Backpacking Oman

Looking for important travel information while backpacking around Oman? Here you will find information on working in Oman, entry visas, Oman hostels, and much more.

Table of Contents

Facts About Oman

The Sultanate of Oman is located on the eastern edge of the Arabian Peninsula in the Middle East. The country has a stable political, economic and social situation, which is enhanced by the favourable relationship it has with its neighbouring countries. Although Oman is not often seen as being a major port of call for many backpackers, the country is safe and accessible, enjoying a temperate climate, making it an ideal place to visit.

The country offers a stunning contrast of desert, mountains, busy metropolises and beaches, making it attractive to many different types of traveller. Oman has a rich culture and history which is apparent in its architecture and inhabitants’ way of life. Islam plays a prominent part in the lives of the Omanis, and therefore women are advised to keep their clothing modest in respect. Although the country is modern and western customs and ideals are taken into consideration by many, you may find that you cannot drink alcohol in many public places.

Currency –  Omani rial (OMR). 1 rial is made of 1000 baisa.
Time –  UTC +4
Language –  Arabic, although most Omanis will speak excellent English. Swahili is sometime spoken in Southern Dhofur region, and Hindi is understood in some areas. Area Code – 968

Climate

The climate in Oman varies from region to region, with the costal areas being hot and humid in the summer months, and the inland being drier. Between May and September there is a strong southwest monsoon in the far south, but in other parts of the country rainfall is usually low and the climate is more even and temperate. Temperatures can reach real highs throughout the year, with 40oC not uncommon. May to August are the hottest months, so it would be best to travel to the country between September and April.

Things to do and see

Although the capital Muscat is referred to as one city, it is actually made up of three smaller cities that have grown together to form one area: Muscat, which is the location of the royal palaces; Matrah, which houses the Matrah Souq; and Ruwi, the industrial part of the city.

If you’re looking for history, the Al Jalali and Al Mirani forts are located on Qasr Al Alam Street. They were originally used as prisons when they were built during the Portuguese occupation, but they are now used as museums. Muscat’s Grand Mosque is the third largest in the world, and well worth a visit to see the largest handmade Persian carpet in the world and the outstanding crystal chandelier housed there. The Matrah Souq is a maze-like market which sells everything from fish to handicrafts. The Qasr Al Alam Royal Palace is the office of the ruler of Oman, Sultan Qaboos. It overlooks the harbour, and although visitors are not allowed inside it is worth travelling to the palace just to see the spectacular views it offers.

Salalah is seen as the second city of Oman, and is situated in the Dhofar region of the country. This area is famed for its production of frankincense, which you will find being sold virtually everywhere. The must-sees for this city are Sultan Qaboos’ palace and the ah-Hisn Souq, but bring your bargaining skills to this market or better still a local who can let you know what the real price should be. Salalah also makes a good base from which to travel to the ancient city of Zafar.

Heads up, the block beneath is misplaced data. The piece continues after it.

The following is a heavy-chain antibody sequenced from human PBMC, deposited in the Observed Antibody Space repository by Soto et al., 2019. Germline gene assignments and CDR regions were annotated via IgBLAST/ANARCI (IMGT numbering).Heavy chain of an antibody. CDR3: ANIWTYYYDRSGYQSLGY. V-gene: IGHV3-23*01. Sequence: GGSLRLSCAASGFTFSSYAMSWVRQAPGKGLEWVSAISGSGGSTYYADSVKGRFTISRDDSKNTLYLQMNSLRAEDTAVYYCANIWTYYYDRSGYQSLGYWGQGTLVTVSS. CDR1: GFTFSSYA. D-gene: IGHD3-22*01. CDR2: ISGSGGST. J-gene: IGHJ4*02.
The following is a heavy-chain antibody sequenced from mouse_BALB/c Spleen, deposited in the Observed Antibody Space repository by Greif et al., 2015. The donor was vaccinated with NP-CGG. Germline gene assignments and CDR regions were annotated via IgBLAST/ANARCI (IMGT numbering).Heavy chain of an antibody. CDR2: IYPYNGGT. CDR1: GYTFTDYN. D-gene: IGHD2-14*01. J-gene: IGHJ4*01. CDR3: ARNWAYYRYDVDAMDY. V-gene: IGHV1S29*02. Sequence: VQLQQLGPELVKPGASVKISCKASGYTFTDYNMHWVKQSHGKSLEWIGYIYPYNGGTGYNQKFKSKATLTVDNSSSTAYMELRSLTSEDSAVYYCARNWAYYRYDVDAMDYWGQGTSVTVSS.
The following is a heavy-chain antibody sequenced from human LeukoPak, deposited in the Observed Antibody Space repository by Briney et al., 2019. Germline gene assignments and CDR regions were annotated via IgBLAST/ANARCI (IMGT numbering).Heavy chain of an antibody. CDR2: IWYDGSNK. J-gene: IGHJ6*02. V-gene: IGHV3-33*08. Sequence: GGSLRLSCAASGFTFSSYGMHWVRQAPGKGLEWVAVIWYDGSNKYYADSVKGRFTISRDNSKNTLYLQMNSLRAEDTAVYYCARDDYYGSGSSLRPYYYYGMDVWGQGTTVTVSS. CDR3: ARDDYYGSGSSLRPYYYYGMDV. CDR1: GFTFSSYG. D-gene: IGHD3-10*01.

Al Wusta is the central coastline of the country, but do not expect this to cater for beach visits. Remember that Oman is an Islamic country and therefore it is not respectful for women to sunbathe in public.

The desert interior of Oman is known as the Empty Quarter. You will find some companies offering camel rides or tours through this area, otherwise it remains relatively untouched. Camel racing is a popular sport in Oman and is well worth a look if the opportunity arises.

Oman is dominated by coastline, and with the crystal clear waters of the Arabian Sea and the Gulf of Oman this is an excellent spot for scuba diving. You will find many companies throughout the country that offer trips, courses and snorkelling opportunities. The waters can also be used for sailing and boating excursions, and turtle watching is a popular activity.

The vast mountain range of Oman makes it an ideal spot for hiking and you will be able to find companies offering tours or guides to show you more of the area. If you are confident hiking without a guide make sure you tell someone where you are going, take an up-to-date map and any appropriate safety measures.

Travel

Getting into the country
Nearly all international flights arrive into Seeb International Airport (MCT) in Muscat, although some regional flights land at Salalah (SLL). There are no regular boats that bring people into the country, although the port at Muscat is used by cruise ships. The main road entry is from the United Arab Emirates, and when you leave the country you will need to pay a departure tax of 20Dh whether leaving by car or on foot. Entering the country this way is extremely easy, and the border crossing and roads are both trouble-free. You will need to prove that your car is insured in Oman, and have all appropriate documentation and money to obtain a visa. A border crossing is also available from Yemen, but this is a much more challenging experience. There is a crossing into Saudi Arabia, but this is not advised as it enters the Empty Quarter.

Travelling around the country
Buses are a good way to travel around the country as they are cheap, in good condition and provide a good service. Regular buses can be caught between the major cities. For routes and timetables see The Oman National Transport Company website.

Hiring a car is another good option as you get to see more of the country this way and the main roads are in excellent condition. There are a few old dirt roads which make an interesting experience but probably only advisable if you have a 4X4.

Accommodation

Although there has been a recent surge of up-market accommodation to appeal to wealthier visitors there is not a shortage of budget accommodation in Oman. You will not, however, find many backpacker hostels. The cheapest accommodation will be guest houses or homestays which are more common in major cities.